May 15, 2014

Rep. Steve King: U.S. House Agriculture Committee chairman.

The Republican from Kiron apparently likes the sound of that.

With current Chairman Frank Lucas, R-Okla., stepping aside after this year, it would appear that King has a clear shot to take over the committee in 2015.

The only other Republican with more seniority on the committee, Rep. Bob Goodlatte of Virginia, has already served three terms as the panel's chairman or ranking member, the maximum under House Republican Conference rules.

That's probably a good thing for Iowa, considering Goodlatte's hostility to ethanol programs.

But King's chances of actually winning the chairmanship are limited, and that could be a bad thing for Iowa.

"He's far from the leading candidate," said one congressional source.

The leading contender for the post, insiders say, is Rep. Mike Conaway of Texas. The Capitol Hill newspaper Roll Call reports that Conaway has been campaigning aggressively for the job.

Conaway, like Goodlatte, is a decided foe of biofuels programs. Just last week Conaway added an amendment to an annual defense bill that would end mandatory Pentagon purchases of biofuels.

House Republican leaders aren't saying anything about races for committee gavels that won't happen for at least seven months. But it's fair to assume the current leadership team would be skeptical about placing King in a high-profile role such as Agriculture chairman.

King's relationship with House Speaker John Boehner, R-Ohio, has been rocky, bordering on antagonistic.

After the upcoming elections, the leadership-dominated House Republican Steering Committee will vote on the chairmanships for all of the standing committees including Agriculture, which is one of several that will be vacant thanks to those internal term-limit rules.

King acknowledged his interest in the chairmanship in a recent interview with the American Ag Network, but he also noted Boehner's influence over the steering committee (if the Ohioan returns as Speaker, which is an open question).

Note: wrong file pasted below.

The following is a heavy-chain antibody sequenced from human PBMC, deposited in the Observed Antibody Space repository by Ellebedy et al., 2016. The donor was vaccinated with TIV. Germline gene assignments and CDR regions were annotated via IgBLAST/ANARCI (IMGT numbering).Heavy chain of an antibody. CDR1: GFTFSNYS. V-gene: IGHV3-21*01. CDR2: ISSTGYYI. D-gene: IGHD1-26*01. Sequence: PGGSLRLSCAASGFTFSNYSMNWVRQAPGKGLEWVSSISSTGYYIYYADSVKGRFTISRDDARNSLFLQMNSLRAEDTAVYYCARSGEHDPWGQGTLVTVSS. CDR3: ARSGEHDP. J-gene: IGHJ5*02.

King said he didn't want the job if too many strings are attached, saying he'd rather continue as "the conscious of constitutional conservatives in Congress."

If King does put forward his name for the Agriculture spot, he'll carry several liabilities into the race that could be magnified in a one-on-one matchup with Conaway.

First, King's over-the-top rhetoric on issues like immigration often brings unwelcome headlines for the Republican Party.

King's tenacious opposition to immigration reform carried the day when Boehner and company decided to drop the issue for the year.

But King probably didn't make any friends in the process. (He has a dog; what does he care about friends in D.C.?)

King would be the pro-ethanol candidate, but that is no longer a majority position within the GOP Conference.

King served on the recent Farm Bill conference committee, but his most significant contribution was to inject a debate over hens' cages into the process.

So even though King has the most seniority on the Agriculture Committee, the Republicans on the steering committee won't view him as a guy with the most-effective and -impressive policy resume.

And then there's money.

Conaway represents a safe Republican district in Texas, raises a lot of money and shares it with his GOP colleagues.

This is politics, not church, and money does buy friends.

So far, King isn't raising much money as he faces a challenge from political newcomer Jim Mowrer in Iowa's 4th District.

King may or may not need the cash: He's well-known and gets plenty of free air time in the district.

However, there is an expectation that someone like King, representing a safe or likely Republican seat, would raise money for the team.

Conaway currently chairs the House Ethics Committee, a thankless task usually seen as the mark of a team player.

More so, Conaway has contributed about $120,000 so far this election cycle to GOP candidates and party committees.

King paid his dues to the National Republican Congressional Committee, but that's basically it.

King got a pass from the expectation that he would contribute to colleagues in 2012, when he faced a tough challenge from Christie Vilsack.

Conaway contributed over $350,000 during that two-year cycle.

The pattern holds for 2010 too, when House Republicans went all-in to help win back the majority: Conaway kicked in over $360,000; King contributed to just a handful of fellow candidates even though he romped to victory with almost 66 percent of the vote.

Money isn't everything in the races for committee chairmanships.

But a perception that a committee chairman will contribute to the overall good of the party is very important.

That's a hurdle King has yet to clear.


Radio Iowa recently reported that Jim Mowrer's 3-year-old son, Jack, was diagnosed late last year with a rare degenerative disease.

The Mowrer family visited Disney World in April thanks to the Make-a-Wish Foundation.

We want to extend all of our best wishes to Jack and his family.